queue_directory = /var/spool/postfix
command_directory = /usr/sbin
daemon_directory = /usr/libexec/postfix
data_directory = /var/lib/postfix
mail_owner = postfix

inet_interfaces = all
inet_protocols = all

mydestination = $myhostname, localhost.$mydomain, localhost
unknown_local_recipient_reject_code = 550

alias_maps = hash:/etc/aliases
alias_database = hash:/etc/aliases

debug_peer_level = 2
debugger_command =
	 ddd $daemon_directory/$process_name $process_id & sleep 5

sendmail_path = /usr/sbin/sendmail.postfix
newaliases_path = /usr/bin/newaliases.postfix
mailq_path = /usr/bin/mailq.postfix
setgid_group = postdrop
html_directory = no

manpage_directory = /usr/share/man
sample_directory = /usr/share/doc/postfix-2.6.6/samples
readme_directory = /usr/share/doc/postfix-2.6.6/README_FILES

/etc/opendkim.conf (appendix 02)

Canonicalization        relaxed/relaxed
ExternalIgnoreList      refile:/etc/opendkim/TrustedHosts
InternalHosts           refile:/etc/opendkim/TrustedHosts
KeyTable                refile:/etc/opendkim/KeyTable
LogWhy                  Yes
MinimumKeyBits          1024
Mode                    sv
PidFile                 /var/run/opendkim/
SigningTable            refile:/etc/opendkim/SigningTable
Socket                  inet:2525@
Syslog                  Yes
SyslogSuccess           Yes
TemporaryDirectory      /var/tmp
UMask                   022
UserID                  opendkim:opendkim

/etc/opendkim/KeyTable (appendix 03)


/etc/opendkim/SigningTable (appendix 04)

*@DOMAIN.COM default._domainkey.DOMAIN.COM

Alternative Python installation in EC2

There are case that we can not just upgrade the python to match applications requirement. EC2 instance uses Python 2.7 and I needed to use Python 3.4. Upgrading the Python might cause unexpected effects on Amazon scripts so I decided to have two Pythons without any conflict.

To start, download the desired version. Enter the directory and follow these commands:

./configure --prefix=/usr/local --enable-shared LDFLAGS="-Wl,-rpath /usr/local/lib"
make altinstall
/usr/local/bin/python3.4 -V

Adding Network Address Translation (NAT) to Amazon private VPC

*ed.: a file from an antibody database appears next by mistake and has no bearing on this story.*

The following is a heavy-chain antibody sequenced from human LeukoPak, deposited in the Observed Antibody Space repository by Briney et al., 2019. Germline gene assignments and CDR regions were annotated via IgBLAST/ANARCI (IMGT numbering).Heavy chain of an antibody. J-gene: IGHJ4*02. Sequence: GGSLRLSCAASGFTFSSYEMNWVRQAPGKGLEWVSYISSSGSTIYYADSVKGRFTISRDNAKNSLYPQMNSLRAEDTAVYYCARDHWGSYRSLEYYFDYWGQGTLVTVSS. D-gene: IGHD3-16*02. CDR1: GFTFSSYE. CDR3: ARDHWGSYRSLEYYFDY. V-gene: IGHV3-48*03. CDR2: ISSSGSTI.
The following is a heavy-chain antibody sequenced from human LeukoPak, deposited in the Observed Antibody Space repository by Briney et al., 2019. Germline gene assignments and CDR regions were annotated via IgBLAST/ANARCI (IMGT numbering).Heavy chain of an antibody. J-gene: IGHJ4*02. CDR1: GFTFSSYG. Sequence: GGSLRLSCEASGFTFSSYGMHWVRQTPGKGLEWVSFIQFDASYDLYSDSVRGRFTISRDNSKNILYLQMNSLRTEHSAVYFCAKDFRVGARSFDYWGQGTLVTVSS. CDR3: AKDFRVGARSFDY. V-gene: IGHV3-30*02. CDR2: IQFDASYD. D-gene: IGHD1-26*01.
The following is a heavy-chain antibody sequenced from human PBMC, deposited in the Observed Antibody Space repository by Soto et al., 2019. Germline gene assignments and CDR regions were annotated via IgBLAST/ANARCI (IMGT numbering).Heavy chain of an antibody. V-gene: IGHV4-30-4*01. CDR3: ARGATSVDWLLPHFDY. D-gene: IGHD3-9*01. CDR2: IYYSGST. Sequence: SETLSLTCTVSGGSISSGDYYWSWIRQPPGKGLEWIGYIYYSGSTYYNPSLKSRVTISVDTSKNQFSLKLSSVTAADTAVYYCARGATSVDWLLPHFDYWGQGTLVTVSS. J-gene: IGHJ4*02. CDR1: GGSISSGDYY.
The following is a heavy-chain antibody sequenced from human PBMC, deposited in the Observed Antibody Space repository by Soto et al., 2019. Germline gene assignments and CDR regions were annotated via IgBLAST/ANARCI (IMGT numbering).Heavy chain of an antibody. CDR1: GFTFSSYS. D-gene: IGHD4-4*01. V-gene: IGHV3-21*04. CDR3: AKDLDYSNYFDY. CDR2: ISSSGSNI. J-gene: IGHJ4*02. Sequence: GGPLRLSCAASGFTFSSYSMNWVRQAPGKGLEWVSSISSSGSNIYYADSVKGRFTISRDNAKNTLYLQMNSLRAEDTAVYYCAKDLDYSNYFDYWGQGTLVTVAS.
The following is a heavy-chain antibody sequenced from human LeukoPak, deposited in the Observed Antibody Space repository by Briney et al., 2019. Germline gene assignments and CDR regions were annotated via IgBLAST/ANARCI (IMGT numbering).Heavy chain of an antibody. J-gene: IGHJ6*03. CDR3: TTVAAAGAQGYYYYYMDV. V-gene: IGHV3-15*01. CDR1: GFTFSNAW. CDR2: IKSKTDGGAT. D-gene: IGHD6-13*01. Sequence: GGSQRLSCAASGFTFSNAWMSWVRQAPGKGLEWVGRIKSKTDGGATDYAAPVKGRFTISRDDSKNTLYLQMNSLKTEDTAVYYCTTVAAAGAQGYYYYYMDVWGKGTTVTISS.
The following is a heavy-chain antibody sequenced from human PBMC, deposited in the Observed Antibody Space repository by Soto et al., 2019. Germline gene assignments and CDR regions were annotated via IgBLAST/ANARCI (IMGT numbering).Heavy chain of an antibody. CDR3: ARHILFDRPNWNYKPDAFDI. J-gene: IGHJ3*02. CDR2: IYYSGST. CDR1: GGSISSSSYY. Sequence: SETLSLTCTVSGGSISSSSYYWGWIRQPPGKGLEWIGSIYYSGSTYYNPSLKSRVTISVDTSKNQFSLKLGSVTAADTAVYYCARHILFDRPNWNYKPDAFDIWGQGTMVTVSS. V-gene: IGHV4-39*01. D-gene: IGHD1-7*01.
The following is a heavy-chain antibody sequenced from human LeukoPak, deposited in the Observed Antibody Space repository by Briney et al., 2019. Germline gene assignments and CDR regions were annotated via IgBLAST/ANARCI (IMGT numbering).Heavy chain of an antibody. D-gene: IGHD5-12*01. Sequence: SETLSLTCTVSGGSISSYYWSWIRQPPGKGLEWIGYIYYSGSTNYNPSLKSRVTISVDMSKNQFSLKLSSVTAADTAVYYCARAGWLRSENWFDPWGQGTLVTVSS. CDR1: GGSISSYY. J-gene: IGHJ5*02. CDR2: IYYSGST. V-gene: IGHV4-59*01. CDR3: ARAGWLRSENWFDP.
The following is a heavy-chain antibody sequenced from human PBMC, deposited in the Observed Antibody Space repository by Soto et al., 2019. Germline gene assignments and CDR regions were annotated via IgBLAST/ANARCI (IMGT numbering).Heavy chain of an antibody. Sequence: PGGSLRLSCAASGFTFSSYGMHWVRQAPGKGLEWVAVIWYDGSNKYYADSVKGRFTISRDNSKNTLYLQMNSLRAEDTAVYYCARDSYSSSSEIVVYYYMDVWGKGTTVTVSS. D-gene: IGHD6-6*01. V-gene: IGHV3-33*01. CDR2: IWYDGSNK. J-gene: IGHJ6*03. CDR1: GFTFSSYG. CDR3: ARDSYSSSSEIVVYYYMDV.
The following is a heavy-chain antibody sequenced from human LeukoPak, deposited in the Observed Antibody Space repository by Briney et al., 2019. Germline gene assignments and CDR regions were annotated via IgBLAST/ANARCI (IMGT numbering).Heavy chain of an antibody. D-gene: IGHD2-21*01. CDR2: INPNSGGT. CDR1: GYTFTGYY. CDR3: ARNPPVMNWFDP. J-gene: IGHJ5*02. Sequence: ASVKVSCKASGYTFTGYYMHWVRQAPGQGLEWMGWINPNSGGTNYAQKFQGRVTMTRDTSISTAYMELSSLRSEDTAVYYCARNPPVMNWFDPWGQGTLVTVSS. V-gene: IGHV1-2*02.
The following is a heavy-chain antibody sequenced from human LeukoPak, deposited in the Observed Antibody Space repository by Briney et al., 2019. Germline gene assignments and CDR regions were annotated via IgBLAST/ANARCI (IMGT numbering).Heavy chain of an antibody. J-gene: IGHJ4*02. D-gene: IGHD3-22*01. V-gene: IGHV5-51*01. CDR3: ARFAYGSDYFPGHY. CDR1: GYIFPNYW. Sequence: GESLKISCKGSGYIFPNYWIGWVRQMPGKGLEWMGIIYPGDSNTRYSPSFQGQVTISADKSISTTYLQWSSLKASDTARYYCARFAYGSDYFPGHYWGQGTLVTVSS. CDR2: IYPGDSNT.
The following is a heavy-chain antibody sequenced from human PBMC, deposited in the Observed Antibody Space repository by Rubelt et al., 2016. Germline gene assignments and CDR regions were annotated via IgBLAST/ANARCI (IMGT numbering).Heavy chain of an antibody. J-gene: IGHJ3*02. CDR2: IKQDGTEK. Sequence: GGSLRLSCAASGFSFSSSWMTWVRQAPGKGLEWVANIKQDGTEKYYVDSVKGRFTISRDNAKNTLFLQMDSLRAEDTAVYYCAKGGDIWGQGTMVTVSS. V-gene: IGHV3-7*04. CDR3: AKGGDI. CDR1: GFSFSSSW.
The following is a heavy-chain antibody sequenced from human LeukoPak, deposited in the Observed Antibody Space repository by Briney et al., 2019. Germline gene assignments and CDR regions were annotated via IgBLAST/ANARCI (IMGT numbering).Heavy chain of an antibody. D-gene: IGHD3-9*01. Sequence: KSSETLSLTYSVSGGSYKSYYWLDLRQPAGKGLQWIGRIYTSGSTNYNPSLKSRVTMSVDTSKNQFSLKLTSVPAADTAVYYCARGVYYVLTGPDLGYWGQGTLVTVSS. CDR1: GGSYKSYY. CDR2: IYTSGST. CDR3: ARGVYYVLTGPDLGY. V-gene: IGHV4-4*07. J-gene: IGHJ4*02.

Assuming that the VPC is ready and there is one public subnet and one private subnet.

Just add an instance (I used Amazon Linux) in public subnet and all incoming/outgoing traffic. It is important to disable source/destination check on that instance (right click on the EC2 instance and you will see it).

Next you need to SSH into the NAT server and run the following commands:

sudo sysctl -q -w net.ipv4.ip_forward=1 net.ipv4.conf.eth0.send_redirects=0
sudo iptables -t nat -A POSTROUTING -o eth0 -s -j MASQUERADE

And then test it they are all set:

sudo iptables -n -t nat -L POSTROUTING
sysctl net.ipv4.ip_forward
sysctl net.ipv4.conf.eth0.send_redirects

In the end, go back to AWS console. Go to VPC service and select the route table that is associated with the private network. Then change the default route ( to the NAT instance.

Now you are good to go! All instances in your private subnet have internet access now.

Attaching raw EBS volume to EC2 instance

If you create a volume manually and then try to attach and mount it to an instance you will notice that the volume is not usable cause it is raw. Of course you will need to format it and then mount it.

It is very basic and simple task but not for beginners. So we will list the attached volumes, check the filesystem (which supposed to be nothing!), create file system, create mount point and mount.

sudo file -s /dev/xvdb
sudo mkfs -t ext4 /dev/xvdb
sudo mkdir mount_point
sudo mount /dev/xvdb mount_point

Extending Linux physical partition in AWS EC2